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Art Through Time: A Global View

The Urban Experience Art: The New York City Waterfalls

» Olafur Eliasson (Danish, b. 1967)

The New York City Waterfalls

The New York City Waterfalls
Artist / Origin: Olafur Eliasson (Danish, b. 1967)
Region: North America
Date: 2008
Period: 1900 CE – 2010 CE
Material: Scaffolding and piping
Medium: Architecture and Planning
Dimensions: H: 90–120 ft. (27.4–36.6 m.)
Location: New York, NY (temporary installation)
Credit: © Alan Schein Photography/CORBIS

Olafur Eliasson installed his New York City Waterfalls at four carefully chosen locations along the banks of the East River from June through October 2008.

By manipulating the normally flat river into a series of waterfalls that ranged from 90 to 120 feet tall, Eliasson offered his urban audience a new kind of experience of nature. What’s more, by leaving the frames of the waterfalls undisguised, the artist evoked the scaffolding that can be seen across the city, testifying to the dynamic, constantly-changing fabric of the urban environment.

Eliasson’s Waterfalls were made possible by the support of New York City’s Public Art Fund, a non-profit organization established in 1977. The mission of the Public Art Fund, and other similar organizations, is to bring works of contemporary art out of museums and galleries and into open spaces where they can be experienced by a diverse urban public. The Public Art Fund works with established international artists as well as emerging local artists to help them realize projects that might impact the cultural life of New York. Like Eliasson, most of these artists create site-specific pieces that respond and bring new energy to the existing environment. In this way, public art projects such as the Waterfalls prompt inhabitants of the city to look at the urban landscape in new, different, and thought-provoking ways.

Expert Perspective
Anne Pasternak, President and Artistic Director, Creative Time

“A project like that Olafur’s waterfalls exists for a number of reasons. Number one because an artist has something to say, wants to actually communicate with, actually with, lots and lots of people and to ignite their imagination and maybe spark some curiosity in them. So, public art also tells people that they matter; that they’re worth having these interesting engagements with and that there are moments that are being brought to them, to delight them, to provoke them, to get them to talk to one another. Those kinds of basic interactions within a city are important. And at a time period in our culture, especially American culture, where everything is so much a focus on the individual, we’re online, we’re in front of our television sets, we wear our head phones, we are on our cell phones—we’re not so good at engaging and having a sense of community all of the time. And so art in the public realm really helps us get to know one another and to remember that we are a part of a larger social fabric.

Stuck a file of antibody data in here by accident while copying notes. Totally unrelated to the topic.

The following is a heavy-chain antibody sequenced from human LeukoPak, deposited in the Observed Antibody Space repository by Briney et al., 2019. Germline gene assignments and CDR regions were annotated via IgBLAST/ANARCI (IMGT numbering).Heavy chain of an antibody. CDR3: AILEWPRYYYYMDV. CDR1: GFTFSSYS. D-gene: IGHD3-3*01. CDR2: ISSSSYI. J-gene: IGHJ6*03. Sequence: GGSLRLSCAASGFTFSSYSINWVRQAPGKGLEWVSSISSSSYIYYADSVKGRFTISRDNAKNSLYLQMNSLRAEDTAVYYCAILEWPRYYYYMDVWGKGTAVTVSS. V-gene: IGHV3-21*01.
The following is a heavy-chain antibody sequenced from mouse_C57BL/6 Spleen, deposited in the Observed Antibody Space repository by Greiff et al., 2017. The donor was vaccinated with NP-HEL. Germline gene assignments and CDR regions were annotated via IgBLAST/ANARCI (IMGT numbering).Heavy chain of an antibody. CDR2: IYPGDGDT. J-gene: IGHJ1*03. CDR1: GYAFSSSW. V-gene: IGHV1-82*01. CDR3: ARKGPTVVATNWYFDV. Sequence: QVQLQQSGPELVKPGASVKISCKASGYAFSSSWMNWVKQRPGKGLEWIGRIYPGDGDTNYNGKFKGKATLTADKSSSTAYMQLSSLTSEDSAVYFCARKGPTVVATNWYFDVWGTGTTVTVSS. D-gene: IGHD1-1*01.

Olafur’s waterfalls brought you to Governors Island, Lower Manhattan, Lower East Side, South Street Sea Port, Brooklyn Bridge, Dumbo, Brooklyn Heights—it encouraged vantage points and flow throughout all these very different neighborhoods in New York City and that was really quite unique and I think it’s wonderful when people move outside of their neighborhood and their work place and they connect to other places. Public art is an opportunity to explore different neighborhoods in parts of the city and get to know folks.”

Additional Resources

Finkelpearl, Tom. Dialogues in Public Art. Cambridge, MA: The MIT Press, 2001.

Grynsztejn, Madeleine. Olafur Eliasson. London: Phaidon Press, 2002.

Knight, Cher Krauss. Public Art: Theory, Practice and Populism. Hoboken, NJ: Wiley-Blackwell, 2008.

The New York City Waterfalls Web site.

Pasternak, Anne. Creative Time: The Book. 33 Years of Public Art in New York. Edited by Ruth Peltason. Introduction by Lucy Lippard. Princeton: Princeton Architectural Press, 2007.

The Public Art Fund Web site.

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